Catholic-Mennonite Dialogue Revisited: “Purification of Memory”

Back in February I blogged about discovering Mennonite-Catholic Dialogue and an article on the history of the dialogue by Ivan J. Kauffman. As I mentioned, the dialogue is of particular interest to me since my background on my grandfather’s side is Swiss Mennonite.

Mr. Kauffman contacted me today to inform me of the publication of the official report of the first five-year series of international-level ecumenical dialogues (1998-2003) between the Mennonite World Conference (MWC) and the Pontifical Council for Promoting Christian Unity. The report, titled “Called Together To Be Peacemakers” can be found on the Catholic-Mennonite relations website Bridgefolk.Net.

In the preface to the report, the authors note that Mennonites and Catholics have lived through over four centuries of separation. The purpose of the dialogue was not to strive for full communion (an impossible goal, given the circumstances and the tenants of Mennonite belief) but rather “to assist Mennonites and Catholics to overcome the consequences of almost five centuries of mutual isolation and hostility, [and] to explore whether it is now possible to create a new atmosphere in which to meet each other. After all, despite all that may still divide us, the ultimate identity of both is rooted in Jesus Christ.” The authors of the report affirm the possibility of achieving the “purification of memory” called for by the Holy Father, and in so doing moving beyond mutual hostilities to a more honest recognition of where we stand and how we may better our relations:

The experience of studying the history of the church together and of re-reading it in an atmosphere of openness has been invaluable. It has helped us gain a broader view of the history of the Christian tradition. We have been reminded that we share at least fifteen centuries of common Christian history. The early church and the church of the Middle Ages were, and continue to be, the common ground for both our traditions . . .

Our common re-reading of the history of the church will hopefully contribute to the development of a common interpretation of the past. This can lead to a shared new memory and understanding. In turn, a shared new memory can free us from the prison of the past. On this basis both Catholics and Mennonites hear the challenge to become architects of a future more in conformity with Christ’s instructions when he said: “I give you a new commandment, that you love one another. Just as I have loved you, you also should love one another. By this everyone will know that you are my disciples, if you have love for one another” (Jn 13:34-35). Given this commandment, Christians can take responsibility for the past. They can name the errors in their history, repent of them, and work to correct them. Mennonite theologian John Howard Yoder has written: “It is a specific element in the Christian message that there is a remedy for a bad record. If the element of repentance is not acted out in interfaith contact, we are not sharing the whole gospel witness.”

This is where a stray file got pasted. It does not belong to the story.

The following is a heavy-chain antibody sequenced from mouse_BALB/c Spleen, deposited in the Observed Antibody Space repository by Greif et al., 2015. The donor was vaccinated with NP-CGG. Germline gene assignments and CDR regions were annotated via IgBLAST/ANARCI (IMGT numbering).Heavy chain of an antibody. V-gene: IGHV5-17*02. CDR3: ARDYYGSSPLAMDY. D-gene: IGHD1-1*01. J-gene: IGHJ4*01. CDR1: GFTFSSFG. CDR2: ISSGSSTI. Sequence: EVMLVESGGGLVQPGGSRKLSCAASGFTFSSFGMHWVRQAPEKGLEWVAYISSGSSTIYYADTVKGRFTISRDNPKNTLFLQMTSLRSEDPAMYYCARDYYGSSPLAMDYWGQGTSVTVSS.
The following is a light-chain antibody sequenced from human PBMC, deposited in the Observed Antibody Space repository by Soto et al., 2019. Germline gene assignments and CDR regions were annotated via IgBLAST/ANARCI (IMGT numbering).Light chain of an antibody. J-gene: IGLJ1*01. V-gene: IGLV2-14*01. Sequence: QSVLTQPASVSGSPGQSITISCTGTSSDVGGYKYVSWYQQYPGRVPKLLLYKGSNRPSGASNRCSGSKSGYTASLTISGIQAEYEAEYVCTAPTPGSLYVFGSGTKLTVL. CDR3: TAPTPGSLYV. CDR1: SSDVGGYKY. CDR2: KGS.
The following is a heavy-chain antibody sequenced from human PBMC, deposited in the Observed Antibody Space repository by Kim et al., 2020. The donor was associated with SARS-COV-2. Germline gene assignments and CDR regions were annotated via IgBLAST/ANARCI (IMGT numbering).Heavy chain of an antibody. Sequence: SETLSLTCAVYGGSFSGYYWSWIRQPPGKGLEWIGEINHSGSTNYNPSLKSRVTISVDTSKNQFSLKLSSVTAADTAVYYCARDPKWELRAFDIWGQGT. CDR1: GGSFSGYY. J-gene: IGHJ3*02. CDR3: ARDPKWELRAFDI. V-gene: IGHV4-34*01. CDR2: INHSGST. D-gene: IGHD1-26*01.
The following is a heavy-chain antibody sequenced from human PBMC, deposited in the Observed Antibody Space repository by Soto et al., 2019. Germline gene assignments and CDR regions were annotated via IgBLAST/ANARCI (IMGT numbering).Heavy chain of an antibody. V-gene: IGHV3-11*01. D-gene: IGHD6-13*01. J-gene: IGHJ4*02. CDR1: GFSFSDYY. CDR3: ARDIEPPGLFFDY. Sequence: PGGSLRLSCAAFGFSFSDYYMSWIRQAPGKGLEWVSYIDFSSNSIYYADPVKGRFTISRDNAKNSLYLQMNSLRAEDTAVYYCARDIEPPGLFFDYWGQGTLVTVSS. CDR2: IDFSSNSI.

Present day Mennonites find their origins in the non-violent Anabaptist groups of Switzerland, southern Germany and the Netherlands, which were part of the broader “Radical Reformers” who split from not only the Catholic Church but classical Protestantism as well. The Anabaptists possessed sharply divergent understandings of baptism, ecclesiology, church-state relationships and social ethics, (especially an insistence on radical nonviolence), and the formation of Mennonite identity, spirituality and tradition was fueled by a bitter opposition to the institutional Catholic Church, which they regarded as “fallen” from the time of Constantine. Subsequent persecution and martyrdom of countless Mennonites at the hands of Catholics and Protestants had a major influence in their self-consciousness as well.

Because Mennonites are at odds with Catholics on so many things, the challenges of carrying out successful long-term dialogue is significatly greater than, say, Lutherans or Anglicans, who have retained many elements of Catholic tradition. The fact that Mennonites and Catholics were able to participate in a 5-year dialogue involving close study of each other’s religious history, frank recognition of injustices committed against the other, the renouncement of polemics and mutual stereotypes, and charting of areas in history and theology for further study and discussion is no small achievement in ecumenical relations.

It is my hope that “Called Together To Be Peacemakers” will be the subject of greater attention, reflection and critique by Catholics and Mennonites in the months to come.

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